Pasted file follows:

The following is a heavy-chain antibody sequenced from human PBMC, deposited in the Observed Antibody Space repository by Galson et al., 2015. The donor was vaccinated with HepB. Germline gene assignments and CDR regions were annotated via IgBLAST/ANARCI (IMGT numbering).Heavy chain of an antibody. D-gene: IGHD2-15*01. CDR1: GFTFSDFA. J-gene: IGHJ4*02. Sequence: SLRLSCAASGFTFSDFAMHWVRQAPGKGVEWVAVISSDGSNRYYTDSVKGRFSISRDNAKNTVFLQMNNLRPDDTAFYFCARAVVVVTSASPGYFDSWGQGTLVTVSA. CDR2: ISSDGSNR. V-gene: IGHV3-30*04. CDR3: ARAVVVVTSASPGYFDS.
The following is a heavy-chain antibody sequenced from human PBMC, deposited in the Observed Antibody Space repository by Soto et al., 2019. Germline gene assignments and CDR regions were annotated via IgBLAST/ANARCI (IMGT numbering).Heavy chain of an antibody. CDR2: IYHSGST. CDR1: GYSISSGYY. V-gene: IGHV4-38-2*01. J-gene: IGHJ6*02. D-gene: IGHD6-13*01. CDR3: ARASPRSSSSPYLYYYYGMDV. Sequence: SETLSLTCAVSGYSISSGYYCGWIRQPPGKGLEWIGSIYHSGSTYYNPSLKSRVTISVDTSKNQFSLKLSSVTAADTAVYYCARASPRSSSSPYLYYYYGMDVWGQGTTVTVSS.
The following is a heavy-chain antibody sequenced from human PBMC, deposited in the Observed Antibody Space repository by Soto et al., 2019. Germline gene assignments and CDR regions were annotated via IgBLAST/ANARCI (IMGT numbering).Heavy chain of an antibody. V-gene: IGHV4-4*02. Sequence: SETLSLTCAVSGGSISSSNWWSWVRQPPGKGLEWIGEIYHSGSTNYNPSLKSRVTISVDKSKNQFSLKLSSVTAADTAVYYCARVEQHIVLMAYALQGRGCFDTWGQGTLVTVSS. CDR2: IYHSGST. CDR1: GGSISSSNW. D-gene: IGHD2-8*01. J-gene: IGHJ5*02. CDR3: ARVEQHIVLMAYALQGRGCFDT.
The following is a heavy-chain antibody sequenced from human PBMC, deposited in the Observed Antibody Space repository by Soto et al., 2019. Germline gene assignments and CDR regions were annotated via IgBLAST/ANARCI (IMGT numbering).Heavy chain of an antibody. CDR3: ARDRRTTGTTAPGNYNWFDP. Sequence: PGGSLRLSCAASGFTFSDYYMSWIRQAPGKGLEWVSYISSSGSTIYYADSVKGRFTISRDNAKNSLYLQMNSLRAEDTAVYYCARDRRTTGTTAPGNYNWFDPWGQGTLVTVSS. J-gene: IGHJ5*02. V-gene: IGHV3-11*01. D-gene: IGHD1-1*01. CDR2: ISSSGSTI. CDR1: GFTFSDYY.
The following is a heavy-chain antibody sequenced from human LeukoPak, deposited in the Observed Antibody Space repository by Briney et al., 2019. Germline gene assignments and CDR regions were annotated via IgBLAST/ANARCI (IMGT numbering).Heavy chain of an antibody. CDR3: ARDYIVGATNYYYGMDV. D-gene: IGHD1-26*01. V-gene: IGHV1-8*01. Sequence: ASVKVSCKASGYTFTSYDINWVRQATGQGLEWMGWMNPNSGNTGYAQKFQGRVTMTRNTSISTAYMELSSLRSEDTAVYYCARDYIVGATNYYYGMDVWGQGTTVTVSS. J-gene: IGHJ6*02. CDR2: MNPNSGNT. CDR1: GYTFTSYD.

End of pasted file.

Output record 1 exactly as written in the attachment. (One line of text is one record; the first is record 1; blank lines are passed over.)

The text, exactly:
The following is a heavy-chain antibody sequenced from human PBMC, deposited in the Observed Antibody Space repository by Galson et al., 2015. The donor was vaccinated with HepB. Germline gene assignments and CDR regions were annotated via IgBLAST/ANARCI (IMGT numbering).Heavy chain of an antibody. D-gene: IGHD2-15*01. CDR1: GFTFSDFA. J-gene: IGHJ4*02. Sequence: SLRLSCAASGFTFSDFAMHWVRQAPGKGVEWVAVISSDGSNRYYTDSVKGRFSISRDNAKNTVFLQMNNLRPDDTAFYFCARAVVVVTSASPGYFDSWGQGTLVTVSA. CDR2: ISSDGSNR. V-gene: IGHV3-30*04. CDR3: ARAVVVVTSASPGYFDS.